• Days #4 – 6: Build a simple LBO model (<= 300 rows), ideally using an existing template to save time.
  • Day #7: Outline and draft your presentation, let the numbers drive your decisions, and support them with the qualitative factors.

If the presentation is shorter (e.g., 5 slides rather than 15) or longer, you could tweak this schedule as needed.

But regardless of the presentation length, you should spend MORE time on the research, data gathering, and presentation than on the LBO model itself.

Part 3: Screening and Selecting a Company

The criteria are simple and straightforward here: “The firm aims to find undervalued companies with stagnant or declining core businesses that can be acquired at reasonable valuation multiples and then turn them around via restructuring, divestitures, and add-on acquisitions.”

The industry could be consumer, media/telecom, or software, with an ideal Purchase Enterprise Value of $500 million to $1 billion (sometimes up to $2 billion).

Reading between the lines, I would add a few criteria:

  • Consistent FCF Generation and 10-20%+ FCF Yields: Strategies such as turnarounds and add-on acquisitions all require cash flow. If the company doesn’t generate much Free Cash Flow, it will have to issue Debt to fund these strategies, which is risky because it makes the deal very dependent on the exit multiple.
  • Relatively Lower EBITDA Multiples: If the company has a “stagnant or declining” core business, you don’t want to pay 20x EBITDA for it. An ideal range might be 5-10x, but 10-15x could be OK if there are good growth opportunities. The IRR math also gets tougher at high EBITDA multiples because the maximum Debt in most deals is 5-6x.
  • Clean Financial Statements and Enough Detail for Revenue and Expense Projections: You don’t want companies with 2-page-long Cash Flow Statements or Balance Sheets with 100 line items; you can’t spare the time required to simplify and consolidate these statements. And you need some detail on the revenue and expenses because forecasting revenue as a simple percentage growth rate is a bad idea in this context.

We used this process to screen for companies here:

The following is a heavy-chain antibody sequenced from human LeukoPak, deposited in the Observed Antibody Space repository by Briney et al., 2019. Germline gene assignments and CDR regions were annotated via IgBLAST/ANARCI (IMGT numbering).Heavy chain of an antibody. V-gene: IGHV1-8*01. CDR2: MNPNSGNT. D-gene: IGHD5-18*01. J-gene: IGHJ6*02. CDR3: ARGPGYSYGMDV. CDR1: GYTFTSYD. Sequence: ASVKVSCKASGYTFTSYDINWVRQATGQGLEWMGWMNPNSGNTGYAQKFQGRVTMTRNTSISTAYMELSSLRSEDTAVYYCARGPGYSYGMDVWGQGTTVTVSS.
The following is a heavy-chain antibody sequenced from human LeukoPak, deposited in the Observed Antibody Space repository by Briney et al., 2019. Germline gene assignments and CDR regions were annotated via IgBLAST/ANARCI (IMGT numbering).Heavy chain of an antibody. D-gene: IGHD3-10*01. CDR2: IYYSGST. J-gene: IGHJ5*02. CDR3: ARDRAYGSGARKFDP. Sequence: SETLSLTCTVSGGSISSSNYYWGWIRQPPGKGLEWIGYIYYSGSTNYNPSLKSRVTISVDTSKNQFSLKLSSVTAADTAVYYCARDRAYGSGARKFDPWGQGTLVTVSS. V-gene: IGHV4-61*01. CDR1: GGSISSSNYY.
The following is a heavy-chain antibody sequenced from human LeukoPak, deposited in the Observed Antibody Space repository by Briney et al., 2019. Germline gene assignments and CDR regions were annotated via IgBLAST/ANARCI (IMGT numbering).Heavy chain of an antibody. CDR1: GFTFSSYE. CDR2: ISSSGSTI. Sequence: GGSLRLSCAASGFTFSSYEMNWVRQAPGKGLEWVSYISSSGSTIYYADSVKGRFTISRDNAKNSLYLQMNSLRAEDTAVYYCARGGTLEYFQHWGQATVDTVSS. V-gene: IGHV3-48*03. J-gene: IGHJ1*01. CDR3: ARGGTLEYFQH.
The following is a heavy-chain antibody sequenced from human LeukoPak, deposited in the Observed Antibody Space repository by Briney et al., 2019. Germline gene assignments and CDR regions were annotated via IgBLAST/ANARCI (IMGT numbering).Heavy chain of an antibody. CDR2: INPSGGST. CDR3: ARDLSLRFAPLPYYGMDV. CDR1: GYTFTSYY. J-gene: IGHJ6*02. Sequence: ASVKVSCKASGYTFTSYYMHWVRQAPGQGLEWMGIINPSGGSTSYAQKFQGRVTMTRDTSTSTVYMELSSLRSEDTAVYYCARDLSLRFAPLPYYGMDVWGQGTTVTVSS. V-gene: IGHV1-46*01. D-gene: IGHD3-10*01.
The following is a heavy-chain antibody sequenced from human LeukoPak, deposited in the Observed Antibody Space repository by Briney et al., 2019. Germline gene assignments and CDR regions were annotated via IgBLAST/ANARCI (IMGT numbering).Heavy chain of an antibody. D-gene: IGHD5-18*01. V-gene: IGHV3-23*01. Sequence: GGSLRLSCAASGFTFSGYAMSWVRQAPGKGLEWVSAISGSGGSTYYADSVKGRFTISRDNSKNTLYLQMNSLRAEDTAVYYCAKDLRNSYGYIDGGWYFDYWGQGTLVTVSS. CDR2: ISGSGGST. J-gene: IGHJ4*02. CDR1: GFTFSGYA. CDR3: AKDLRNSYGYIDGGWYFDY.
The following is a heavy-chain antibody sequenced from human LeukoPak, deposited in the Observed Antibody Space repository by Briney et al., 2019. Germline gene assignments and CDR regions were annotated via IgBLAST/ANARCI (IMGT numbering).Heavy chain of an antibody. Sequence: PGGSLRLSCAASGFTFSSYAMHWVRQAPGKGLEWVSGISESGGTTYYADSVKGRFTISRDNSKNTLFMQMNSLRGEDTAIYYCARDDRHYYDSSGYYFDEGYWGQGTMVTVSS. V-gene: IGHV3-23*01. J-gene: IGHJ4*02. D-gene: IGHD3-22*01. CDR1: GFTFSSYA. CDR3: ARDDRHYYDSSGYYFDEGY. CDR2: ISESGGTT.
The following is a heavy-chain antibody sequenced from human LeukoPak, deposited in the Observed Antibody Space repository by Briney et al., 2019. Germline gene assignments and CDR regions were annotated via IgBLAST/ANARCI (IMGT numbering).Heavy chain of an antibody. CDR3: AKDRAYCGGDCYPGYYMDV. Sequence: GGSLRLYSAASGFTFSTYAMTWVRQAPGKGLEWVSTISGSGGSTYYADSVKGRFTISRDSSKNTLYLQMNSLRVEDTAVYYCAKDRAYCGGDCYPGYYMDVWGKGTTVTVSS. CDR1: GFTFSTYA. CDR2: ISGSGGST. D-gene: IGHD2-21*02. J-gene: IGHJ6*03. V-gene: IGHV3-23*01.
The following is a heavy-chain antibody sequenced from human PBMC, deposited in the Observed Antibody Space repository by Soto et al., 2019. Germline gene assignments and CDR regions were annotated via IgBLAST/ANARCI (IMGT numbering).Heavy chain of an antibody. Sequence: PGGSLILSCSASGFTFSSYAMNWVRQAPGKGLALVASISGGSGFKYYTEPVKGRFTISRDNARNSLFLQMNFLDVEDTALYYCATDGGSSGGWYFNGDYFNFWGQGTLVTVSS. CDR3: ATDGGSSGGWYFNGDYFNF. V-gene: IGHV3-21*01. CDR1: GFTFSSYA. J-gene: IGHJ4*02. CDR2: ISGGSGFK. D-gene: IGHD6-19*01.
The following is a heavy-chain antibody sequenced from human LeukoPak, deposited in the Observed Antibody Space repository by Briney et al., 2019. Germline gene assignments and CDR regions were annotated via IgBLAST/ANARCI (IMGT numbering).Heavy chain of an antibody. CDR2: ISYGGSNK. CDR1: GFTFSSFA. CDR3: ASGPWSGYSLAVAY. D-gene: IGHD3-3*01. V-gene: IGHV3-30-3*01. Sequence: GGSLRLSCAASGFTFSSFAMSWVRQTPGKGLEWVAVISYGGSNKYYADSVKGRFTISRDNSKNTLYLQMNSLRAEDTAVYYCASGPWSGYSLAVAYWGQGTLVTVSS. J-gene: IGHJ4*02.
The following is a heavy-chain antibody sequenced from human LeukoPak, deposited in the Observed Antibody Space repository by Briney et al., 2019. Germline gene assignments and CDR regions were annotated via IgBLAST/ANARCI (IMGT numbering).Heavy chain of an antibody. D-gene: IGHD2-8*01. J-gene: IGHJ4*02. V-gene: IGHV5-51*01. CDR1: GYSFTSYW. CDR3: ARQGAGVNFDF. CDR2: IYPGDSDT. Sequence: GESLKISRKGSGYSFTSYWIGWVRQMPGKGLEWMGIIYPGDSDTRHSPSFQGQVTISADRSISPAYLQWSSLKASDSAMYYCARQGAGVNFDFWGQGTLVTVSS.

• Step 1: Do a high-level screen of companies in these 3 sectors based on industry, Equity Value or Enterprise Value, and geography.
  • Step 2: Quickly review the list of ~200 companies to narrow the sector.
  • Step 3: After picking a specific sector, narrow the choices to the top few companies and pick one of them.

In software, many of the companies traded at very high multiples (30x+ EBITDA), and others had negative EBITDA, so we dropped this sector.

In consumer/retail, the companies had more reasonable multiples (5-10x), but most also had low margins and weak FCF generation.

And in media/telecom, quite a few companies had lower multiples, but the FCF math was challenging because many companies had high CapEx requirements (at least on the telecom side).

We eliminated companies with very high multiples, negative EBITDA, and exorbitant CapEx, which left this set:

Private Equity Case Study Company Selection

Within this set, we then eliminated companies with negative FCF, minimal information on revenue/expenses, somewhat-higher multiples, and those whose businesses were declining too much (e.g., 20-30% annual declines).

We settled on Cars.com because it had a 9.4x EBITDA multiple at the time of this screen, a declining business with modest projected growth, 25-30% margins, and reasonable FCF generation with FCF yields between 10% and 15%.

If you don’t have Capital IQ for this exercise, you’ll have to rely on FinViz and use P / E multiples as a proxy for EBITDA multiples.

You can click through to each company to view the P / FCF multiples, which you can flip around to get the FCF yields.

In this case, don’t even bother looking for revenue and expense information until you have your top 2-3 candidates.

Part 4: Gathering Data and Doing Industry Research

Once you have the company, you can spend the next few days skimming through its most recent annual report and investor presentation, focusing on its financial statements and revenue/expense drivers.

With Cars.com, it’s clear that the company’s “Dealer Customers” and Average Revenue per Dealer will be key drivers:

Cars.com - Key Drivers

The company also has significant website traffic and earns advertising revenue from that, but it’s small next to the amount it earns from charging car dealers to use its services:

Cars.com - Web Traffic and Monetization

It’s clear from this quick review that we’ll need some outside research to estimate these drivers, as the company’s filings and investor presentation have little.